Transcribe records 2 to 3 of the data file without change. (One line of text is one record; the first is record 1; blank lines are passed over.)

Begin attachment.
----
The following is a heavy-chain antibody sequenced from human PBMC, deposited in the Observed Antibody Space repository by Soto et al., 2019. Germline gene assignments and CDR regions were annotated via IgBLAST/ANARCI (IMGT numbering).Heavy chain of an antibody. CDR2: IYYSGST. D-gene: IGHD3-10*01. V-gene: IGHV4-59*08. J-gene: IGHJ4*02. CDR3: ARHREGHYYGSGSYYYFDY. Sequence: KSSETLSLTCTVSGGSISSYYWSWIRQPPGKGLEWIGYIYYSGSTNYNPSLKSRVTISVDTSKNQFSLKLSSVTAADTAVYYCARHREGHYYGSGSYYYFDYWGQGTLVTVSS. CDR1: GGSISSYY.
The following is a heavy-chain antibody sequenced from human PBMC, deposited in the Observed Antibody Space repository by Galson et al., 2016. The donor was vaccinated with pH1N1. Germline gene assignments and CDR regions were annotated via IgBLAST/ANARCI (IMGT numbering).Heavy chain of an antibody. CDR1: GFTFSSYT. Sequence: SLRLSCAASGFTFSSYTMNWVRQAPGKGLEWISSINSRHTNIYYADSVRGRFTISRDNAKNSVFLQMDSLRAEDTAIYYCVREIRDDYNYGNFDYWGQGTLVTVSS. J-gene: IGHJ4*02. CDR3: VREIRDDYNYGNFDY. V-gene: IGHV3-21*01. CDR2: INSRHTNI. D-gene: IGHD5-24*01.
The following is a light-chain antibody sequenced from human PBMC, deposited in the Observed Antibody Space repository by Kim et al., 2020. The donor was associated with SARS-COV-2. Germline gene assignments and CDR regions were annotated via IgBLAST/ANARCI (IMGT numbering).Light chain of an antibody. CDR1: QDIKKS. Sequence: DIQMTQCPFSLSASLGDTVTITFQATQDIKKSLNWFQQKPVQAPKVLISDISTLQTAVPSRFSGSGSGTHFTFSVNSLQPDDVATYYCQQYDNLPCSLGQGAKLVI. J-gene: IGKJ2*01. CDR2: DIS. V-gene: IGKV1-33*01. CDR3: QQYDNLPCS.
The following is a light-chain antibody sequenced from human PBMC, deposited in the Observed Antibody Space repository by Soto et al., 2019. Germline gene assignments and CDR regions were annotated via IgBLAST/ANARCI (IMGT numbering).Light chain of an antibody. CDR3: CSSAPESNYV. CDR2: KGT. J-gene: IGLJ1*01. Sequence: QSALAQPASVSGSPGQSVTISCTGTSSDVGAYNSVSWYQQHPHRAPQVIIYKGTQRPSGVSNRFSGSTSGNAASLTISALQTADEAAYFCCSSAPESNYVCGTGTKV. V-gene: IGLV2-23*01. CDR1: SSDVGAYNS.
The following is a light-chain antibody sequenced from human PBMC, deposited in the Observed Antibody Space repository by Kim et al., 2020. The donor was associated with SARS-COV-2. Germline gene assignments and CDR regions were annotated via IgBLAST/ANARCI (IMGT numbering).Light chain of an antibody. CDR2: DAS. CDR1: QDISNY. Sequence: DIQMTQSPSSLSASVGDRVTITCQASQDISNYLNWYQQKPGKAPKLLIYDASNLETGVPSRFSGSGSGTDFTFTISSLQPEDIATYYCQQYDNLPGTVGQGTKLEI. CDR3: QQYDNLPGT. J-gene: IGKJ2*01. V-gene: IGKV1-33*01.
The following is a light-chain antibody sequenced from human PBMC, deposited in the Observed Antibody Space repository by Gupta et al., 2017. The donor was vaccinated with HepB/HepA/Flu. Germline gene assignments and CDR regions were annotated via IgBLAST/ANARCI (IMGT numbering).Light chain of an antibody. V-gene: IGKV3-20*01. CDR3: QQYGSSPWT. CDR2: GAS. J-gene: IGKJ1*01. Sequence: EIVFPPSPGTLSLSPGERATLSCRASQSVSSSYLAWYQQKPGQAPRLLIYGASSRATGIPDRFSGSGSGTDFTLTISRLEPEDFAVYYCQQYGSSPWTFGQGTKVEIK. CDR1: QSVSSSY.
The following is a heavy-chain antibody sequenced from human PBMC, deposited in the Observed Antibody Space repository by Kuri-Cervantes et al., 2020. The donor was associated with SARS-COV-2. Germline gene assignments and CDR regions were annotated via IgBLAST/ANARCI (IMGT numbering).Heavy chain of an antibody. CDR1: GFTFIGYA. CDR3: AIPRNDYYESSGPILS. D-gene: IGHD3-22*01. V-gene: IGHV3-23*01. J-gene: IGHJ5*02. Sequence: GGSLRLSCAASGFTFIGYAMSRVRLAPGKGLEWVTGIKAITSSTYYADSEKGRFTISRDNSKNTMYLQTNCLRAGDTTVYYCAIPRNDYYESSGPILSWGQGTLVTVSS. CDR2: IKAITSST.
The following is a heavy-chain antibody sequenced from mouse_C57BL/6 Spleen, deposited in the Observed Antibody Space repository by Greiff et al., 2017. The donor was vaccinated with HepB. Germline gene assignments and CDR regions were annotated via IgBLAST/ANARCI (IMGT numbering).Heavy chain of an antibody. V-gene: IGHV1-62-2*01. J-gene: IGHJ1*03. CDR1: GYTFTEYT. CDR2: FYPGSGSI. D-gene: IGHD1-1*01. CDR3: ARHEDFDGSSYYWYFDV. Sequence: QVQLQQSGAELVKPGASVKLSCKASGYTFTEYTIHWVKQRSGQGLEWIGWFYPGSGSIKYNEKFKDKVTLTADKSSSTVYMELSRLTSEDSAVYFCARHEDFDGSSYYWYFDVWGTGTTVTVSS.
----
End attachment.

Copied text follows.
The following is a heavy-chain antibody sequenced from human PBMC, deposited in the Observed Antibody Space repository by Galson et al., 2016. The donor was vaccinated with pH1N1. Germline gene assignments and CDR regions were annotated via IgBLAST/ANARCI (IMGT numbering).Heavy chain of an antibody. CDR1: GFTFSSYT. Sequence: SLRLSCAASGFTFSSYTMNWVRQAPGKGLEWISSINSRHTNIYYADSVRGRFTISRDNAKNSVFLQMDSLRAEDTAIYYCVREIRDDYNYGNFDYWGQGTLVTVSS. J-gene: IGHJ4*02. CDR3: VREIRDDYNYGNFDY. V-gene: IGHV3-21*01. CDR2: INSRHTNI. D-gene: IGHD5-24*01.
The following is a light-chain antibody sequenced from human PBMC, deposited in the Observed Antibody Space repository by Kim et al., 2020. The donor was associated with SARS-COV-2. Germline gene assignments and CDR regions were annotated via IgBLAST/ANARCI (IMGT numbering).Light chain of an antibody. CDR1: QDIKKS. Sequence: DIQMTQCPFSLSASLGDTVTITFQATQDIKKSLNWFQQKPVQAPKVLISDISTLQTAVPSRFSGSGSGTHFTFSVNSLQPDDVATYYCQQYDNLPCSLGQGAKLVI. J-gene: IGKJ2*01. CDR2: DIS. V-gene: IGKV1-33*01. CDR3: QQYDNLPCS.